A rift has emerged in the United Methodist Church after delegates in the Western Jurisdictional Conference defied the Church's prohibition of homosexuality on Friday to elect the Rev. Karen Oliveto as its first openly gay bishop.
"I think at this moment I have a glimpse of the realm of God. I want to thank the candidates who I have journeyed with these past few days, for the grace with which we walked with each other. And know I stand before you because of the work and prayers of so many, especially those saints who yearned to live for this day, who blazed a trail where there was none, who are no longer with us, and yet whose shoulders I stand on," Oliveto, 58, said after her election, according to a report from the United Methodist Church.
The Western Jurisdiction of the United Methodist Church encompasses the eight westernmost regional conferences of the United States: the Alaska Conference, the California-Nevada Conference, the California-Pacific Conference, the Desert Southwest Conference, the Oregon-Idaho Conference, the Pacific Northwest Conference, the Rocky Mountain Conference and the Yellowstone Conference.
Oliveto, who is senior pastor of Glide Memorial Church in San Francisco, is married to Robin Ridenour, who is a deaconess in the Church's California-Nevada Conference.
She was elected at the jurisdiction's quadrennial meeting in Scottsdale, Arizona, on the 17th ballot with 88 votes after the Rev. Dottie Escobedo-Frank and the Rev. Walter "Skip" Strickland withdrew from the election, according to the UMC report. The Rev. Frank Wulf, another openly gay candidate, had withdrawn earlier that day as well.
She thanked the delegates of the Western Jurisdiction "who dared to live into this Kairos moment. Today we took a step closer to embody beloved community and while we may be moving there, we are not there yet. We are moving on to perfection."
She also argued that as long as people "walk by our churches and wonder" if they belong, because of race, sexual orientation, ethnicity, social class or immigration status, then "we have work to do."
"Are we able? Yes. Amen," she added.
Reacting to the news Friday, Bishop Bruce R. Ough, president of the United Methodist Council of Bishops, said in a statement that the election "raises significant concerns."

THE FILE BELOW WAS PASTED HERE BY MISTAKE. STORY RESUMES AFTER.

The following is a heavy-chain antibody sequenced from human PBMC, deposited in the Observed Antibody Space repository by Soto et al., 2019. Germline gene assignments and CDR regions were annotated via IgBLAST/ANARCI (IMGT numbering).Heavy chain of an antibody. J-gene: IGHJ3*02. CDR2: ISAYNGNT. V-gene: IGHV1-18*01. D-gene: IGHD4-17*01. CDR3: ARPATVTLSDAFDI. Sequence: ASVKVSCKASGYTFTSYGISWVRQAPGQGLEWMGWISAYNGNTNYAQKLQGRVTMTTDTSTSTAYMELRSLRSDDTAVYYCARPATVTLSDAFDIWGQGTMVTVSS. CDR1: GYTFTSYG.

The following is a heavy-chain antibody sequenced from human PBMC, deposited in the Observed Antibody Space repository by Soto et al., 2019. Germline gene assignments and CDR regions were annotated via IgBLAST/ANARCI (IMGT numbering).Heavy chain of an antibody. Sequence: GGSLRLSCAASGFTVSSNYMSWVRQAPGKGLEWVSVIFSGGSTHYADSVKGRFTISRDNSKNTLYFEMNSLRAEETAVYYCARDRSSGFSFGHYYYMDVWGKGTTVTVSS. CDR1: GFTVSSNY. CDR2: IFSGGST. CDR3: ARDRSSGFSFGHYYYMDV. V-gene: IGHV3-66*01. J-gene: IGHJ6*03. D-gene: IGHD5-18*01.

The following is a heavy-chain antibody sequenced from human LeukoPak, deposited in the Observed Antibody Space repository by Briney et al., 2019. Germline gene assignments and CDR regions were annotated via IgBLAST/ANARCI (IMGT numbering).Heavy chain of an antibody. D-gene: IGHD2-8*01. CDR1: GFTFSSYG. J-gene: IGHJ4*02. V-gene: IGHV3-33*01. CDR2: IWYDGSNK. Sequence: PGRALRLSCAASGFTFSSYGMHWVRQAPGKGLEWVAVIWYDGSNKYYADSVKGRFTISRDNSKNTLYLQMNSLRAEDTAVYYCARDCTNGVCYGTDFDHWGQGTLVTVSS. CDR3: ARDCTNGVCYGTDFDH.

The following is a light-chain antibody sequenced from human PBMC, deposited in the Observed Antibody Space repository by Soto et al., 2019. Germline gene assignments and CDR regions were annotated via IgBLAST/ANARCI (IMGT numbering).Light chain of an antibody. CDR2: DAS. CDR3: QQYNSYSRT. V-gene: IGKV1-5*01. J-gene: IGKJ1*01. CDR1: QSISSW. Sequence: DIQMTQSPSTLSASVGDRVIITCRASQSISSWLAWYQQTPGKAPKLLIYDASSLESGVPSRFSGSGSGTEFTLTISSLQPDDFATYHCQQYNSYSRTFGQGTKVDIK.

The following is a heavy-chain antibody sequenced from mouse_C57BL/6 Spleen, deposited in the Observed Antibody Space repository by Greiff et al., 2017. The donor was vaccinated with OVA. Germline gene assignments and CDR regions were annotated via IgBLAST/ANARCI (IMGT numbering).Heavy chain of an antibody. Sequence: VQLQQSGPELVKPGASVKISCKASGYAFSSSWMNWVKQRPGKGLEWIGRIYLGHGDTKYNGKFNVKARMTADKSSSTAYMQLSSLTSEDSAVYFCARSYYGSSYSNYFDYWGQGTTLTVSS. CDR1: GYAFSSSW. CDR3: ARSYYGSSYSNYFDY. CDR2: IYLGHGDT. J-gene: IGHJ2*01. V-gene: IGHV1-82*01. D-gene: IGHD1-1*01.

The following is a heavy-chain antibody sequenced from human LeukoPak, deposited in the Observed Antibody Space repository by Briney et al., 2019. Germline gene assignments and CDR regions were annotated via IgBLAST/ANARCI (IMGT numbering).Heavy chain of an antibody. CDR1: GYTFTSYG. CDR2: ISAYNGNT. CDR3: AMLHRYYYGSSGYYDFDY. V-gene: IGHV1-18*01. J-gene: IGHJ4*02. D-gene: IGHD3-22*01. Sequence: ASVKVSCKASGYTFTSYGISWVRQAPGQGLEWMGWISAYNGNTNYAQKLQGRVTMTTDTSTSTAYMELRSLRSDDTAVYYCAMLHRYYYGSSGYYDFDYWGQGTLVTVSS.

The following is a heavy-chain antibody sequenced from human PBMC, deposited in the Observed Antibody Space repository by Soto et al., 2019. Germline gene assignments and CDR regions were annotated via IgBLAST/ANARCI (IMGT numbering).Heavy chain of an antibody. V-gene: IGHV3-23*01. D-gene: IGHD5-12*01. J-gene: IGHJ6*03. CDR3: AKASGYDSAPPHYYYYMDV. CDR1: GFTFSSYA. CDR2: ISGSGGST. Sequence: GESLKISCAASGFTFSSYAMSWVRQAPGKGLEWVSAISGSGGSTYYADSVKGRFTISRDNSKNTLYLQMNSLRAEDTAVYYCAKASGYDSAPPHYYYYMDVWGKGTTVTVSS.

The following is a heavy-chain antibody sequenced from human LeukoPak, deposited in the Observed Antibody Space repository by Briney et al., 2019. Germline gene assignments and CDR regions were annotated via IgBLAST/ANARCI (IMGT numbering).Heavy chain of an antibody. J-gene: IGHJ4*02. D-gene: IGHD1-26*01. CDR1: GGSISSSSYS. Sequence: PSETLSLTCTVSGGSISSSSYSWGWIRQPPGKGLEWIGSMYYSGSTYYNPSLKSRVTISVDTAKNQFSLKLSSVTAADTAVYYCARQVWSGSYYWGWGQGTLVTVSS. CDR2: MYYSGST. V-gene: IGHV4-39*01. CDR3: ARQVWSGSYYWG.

"The Western Jurisdiction has elected the Rev. Karen Oliveto of Glide Memorial United Methodist Church in San Francisco to serve as a bishop of The United Methodist Church. Rev. Oliveto has been described as 'an openly lesbian clergyperson.' This election raises significant concerns and questions of Church polity and unity," he said.
"Being a self-avowed, practicing homosexual is a chargeable offense for any clergyperson in The United Methodist Church, if indeed this is the case," he continued.
"There are those in the Church who will view this election as a violation of church law and a significant step toward a split, while there are others who will celebrate the election as a milestone toward being a more inclusive church. Others will no doubt have questions as we find ourselves in a place where we have never been. Still, others will likely see this election as disrupting or even rendering moot the purpose and work of the Commission currently being formed by the Council," he added.
The Christian Post reported in January that the Anglican Communion voted to suspend the Episcopal Church for supporting of gay marriage. Similarly, the Presbyterian Church USA has seen a rapid decline in membership after a majority of PCUSA presbyteries voted to change the Book of Order's definiton of marriage to include same-sex couples.
The Associated Press reported earlier this year, that In May, the United Methodist Church's top policy making body also "narrowly approved a full review of all church law on sexuality." That process, as alluded to by Ough, is underway and is expected to take at least two years.
While some of the Church's more progressive members praised the decision of the delegates to defy Church rules to elect Oliveto, the Rev. Rob Renfroe, president of Good News, an unofficial evangelical United Methodist organization that upholds the Church's stance on homosexuality issues slammed it.
Oliveto's election as well as other actions by the annual conference of the UMC this summer ignored the Council of Bishops' proposal for a commission to examine all Church law dealing with human sexuality, said Renfroe.
The Council of Bishops' proposal, he said, called for a "pause for prayer to step back from attempts at legislative solutions and to intentionally seek God's will for the future."
"Instead, these conferences have moved ahead with legislative enactments pledging non-conformity with the Book of Discipline, culminating in the election of a practicing homosexual as bishop," Renfroe said. "If the Western Jurisdiction wanted to push the church to the brink of schism, they could not have found a more certain way of doing so."